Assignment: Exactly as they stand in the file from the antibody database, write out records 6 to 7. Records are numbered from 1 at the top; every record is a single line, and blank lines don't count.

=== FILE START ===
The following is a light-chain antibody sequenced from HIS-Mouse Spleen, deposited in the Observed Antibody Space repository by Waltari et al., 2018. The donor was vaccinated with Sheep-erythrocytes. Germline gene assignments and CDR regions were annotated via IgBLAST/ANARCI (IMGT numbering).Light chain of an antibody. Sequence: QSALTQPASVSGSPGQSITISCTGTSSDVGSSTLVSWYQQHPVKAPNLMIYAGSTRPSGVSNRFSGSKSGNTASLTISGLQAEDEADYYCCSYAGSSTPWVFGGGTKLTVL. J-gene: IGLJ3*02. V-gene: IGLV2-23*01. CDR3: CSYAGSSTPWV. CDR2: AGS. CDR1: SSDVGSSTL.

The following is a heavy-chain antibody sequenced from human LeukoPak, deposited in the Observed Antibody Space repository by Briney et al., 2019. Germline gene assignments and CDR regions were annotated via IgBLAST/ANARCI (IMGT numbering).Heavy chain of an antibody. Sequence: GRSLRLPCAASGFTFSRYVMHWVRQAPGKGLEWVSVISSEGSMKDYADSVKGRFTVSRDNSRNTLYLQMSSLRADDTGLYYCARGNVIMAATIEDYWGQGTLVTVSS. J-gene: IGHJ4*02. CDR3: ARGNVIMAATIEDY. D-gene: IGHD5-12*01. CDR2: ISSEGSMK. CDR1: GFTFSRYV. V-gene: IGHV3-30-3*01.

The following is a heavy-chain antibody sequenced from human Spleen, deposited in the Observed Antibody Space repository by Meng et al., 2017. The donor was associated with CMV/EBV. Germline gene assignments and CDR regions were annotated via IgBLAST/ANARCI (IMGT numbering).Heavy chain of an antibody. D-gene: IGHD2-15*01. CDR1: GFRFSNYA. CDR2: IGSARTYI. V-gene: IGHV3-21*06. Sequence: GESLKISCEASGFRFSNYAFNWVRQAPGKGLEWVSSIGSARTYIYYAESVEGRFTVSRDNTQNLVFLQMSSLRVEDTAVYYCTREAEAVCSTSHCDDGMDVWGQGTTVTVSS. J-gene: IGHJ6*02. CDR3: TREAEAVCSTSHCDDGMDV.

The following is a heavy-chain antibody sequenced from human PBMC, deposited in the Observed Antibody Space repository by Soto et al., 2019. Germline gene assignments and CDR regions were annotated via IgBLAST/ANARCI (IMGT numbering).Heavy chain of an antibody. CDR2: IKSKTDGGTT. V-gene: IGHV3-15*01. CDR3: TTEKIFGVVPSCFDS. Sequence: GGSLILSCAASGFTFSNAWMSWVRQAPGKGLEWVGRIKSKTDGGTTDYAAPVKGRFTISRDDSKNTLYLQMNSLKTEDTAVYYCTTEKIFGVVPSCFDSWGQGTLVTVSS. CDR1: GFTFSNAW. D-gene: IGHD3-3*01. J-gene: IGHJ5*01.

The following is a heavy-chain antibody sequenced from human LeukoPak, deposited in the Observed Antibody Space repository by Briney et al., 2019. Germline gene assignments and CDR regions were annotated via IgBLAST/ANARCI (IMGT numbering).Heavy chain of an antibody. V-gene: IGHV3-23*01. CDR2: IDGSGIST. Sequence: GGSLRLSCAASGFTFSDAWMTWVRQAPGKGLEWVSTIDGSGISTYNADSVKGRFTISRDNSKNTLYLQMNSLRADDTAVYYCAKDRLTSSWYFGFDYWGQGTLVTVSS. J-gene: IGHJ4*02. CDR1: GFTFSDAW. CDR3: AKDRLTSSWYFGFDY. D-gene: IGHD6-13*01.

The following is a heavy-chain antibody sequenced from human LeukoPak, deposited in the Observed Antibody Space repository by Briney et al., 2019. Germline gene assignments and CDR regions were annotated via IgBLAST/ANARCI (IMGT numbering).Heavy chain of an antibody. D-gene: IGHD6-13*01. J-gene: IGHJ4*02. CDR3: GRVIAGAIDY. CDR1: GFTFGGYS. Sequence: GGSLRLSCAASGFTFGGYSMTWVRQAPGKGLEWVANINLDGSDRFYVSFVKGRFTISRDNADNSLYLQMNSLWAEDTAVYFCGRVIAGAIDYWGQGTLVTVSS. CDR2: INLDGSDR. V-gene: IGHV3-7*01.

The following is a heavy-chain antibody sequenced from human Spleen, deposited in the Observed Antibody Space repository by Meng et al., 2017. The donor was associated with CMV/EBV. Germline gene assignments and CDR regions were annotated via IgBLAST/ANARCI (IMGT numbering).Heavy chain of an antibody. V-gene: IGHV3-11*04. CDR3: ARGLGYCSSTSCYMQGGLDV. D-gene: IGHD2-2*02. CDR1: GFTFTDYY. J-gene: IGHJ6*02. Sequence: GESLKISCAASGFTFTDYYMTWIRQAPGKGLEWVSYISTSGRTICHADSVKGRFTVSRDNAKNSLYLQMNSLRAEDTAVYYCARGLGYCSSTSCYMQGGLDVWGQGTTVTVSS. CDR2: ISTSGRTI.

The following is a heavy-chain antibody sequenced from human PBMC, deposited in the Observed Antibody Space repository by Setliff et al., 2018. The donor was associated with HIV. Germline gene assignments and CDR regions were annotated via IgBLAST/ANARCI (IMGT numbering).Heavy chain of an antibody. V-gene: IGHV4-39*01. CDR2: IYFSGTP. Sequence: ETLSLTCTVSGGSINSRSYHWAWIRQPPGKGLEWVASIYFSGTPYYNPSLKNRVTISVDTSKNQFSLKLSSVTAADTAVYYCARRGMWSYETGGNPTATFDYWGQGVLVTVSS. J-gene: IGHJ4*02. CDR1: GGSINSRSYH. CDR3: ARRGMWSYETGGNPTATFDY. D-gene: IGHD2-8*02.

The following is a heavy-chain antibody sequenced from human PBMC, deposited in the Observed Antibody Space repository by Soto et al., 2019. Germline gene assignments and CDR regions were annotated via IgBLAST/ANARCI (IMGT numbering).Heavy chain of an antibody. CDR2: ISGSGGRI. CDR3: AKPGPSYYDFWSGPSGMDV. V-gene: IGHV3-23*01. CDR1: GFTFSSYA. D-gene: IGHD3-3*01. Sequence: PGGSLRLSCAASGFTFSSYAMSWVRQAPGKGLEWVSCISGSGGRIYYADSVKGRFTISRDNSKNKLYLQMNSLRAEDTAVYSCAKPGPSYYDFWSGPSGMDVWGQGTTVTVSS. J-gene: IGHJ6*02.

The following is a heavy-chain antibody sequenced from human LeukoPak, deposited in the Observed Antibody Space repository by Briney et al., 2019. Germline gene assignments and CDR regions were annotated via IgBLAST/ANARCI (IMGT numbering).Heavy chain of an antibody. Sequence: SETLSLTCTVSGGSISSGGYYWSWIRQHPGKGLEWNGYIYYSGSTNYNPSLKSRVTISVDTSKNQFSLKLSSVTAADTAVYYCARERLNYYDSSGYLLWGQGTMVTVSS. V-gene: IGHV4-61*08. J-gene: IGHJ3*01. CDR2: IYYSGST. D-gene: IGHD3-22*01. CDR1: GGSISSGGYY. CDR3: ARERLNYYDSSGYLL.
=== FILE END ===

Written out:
The following is a heavy-chain antibody sequenced from human LeukoPak, deposited in the Observed Antibody Space repository by Briney et al., 2019. Germline gene assignments and CDR regions were annotated via IgBLAST/ANARCI (IMGT numbering).Heavy chain of an antibody. D-gene: IGHD6-13*01. J-gene: IGHJ4*02. CDR3: GRVIAGAIDY. CDR1: GFTFGGYS. Sequence: GGSLRLSCAASGFTFGGYSMTWVRQAPGKGLEWVANINLDGSDRFYVSFVKGRFTISRDNADNSLYLQMNSLWAEDTAVYFCGRVIAGAIDYWGQGTLVTVSS. CDR2: INLDGSDR. V-gene: IGHV3-7*01.

The following is a heavy-chain antibody sequenced from human Spleen, deposited in the Observed Antibody Space repository by Meng et al., 2017. The donor was associated with CMV/EBV. Germline gene assignments and CDR regions were annotated via IgBLAST/ANARCI (IMGT numbering).Heavy chain of an antibody. V-gene: IGHV3-11*04. CDR3: ARGLGYCSSTSCYMQGGLDV. D-gene: IGHD2-2*02. CDR1: GFTFTDYY. J-gene: IGHJ6*02. Sequence: GESLKISCAASGFTFTDYYMTWIRQAPGKGLEWVSYISTSGRTICHADSVKGRFTVSRDNAKNSLYLQMNSLRAEDTAVYYCARGLGYCSSTSCYMQGGLDVWGQGTTVTVSS. CDR2: ISTSGRTI.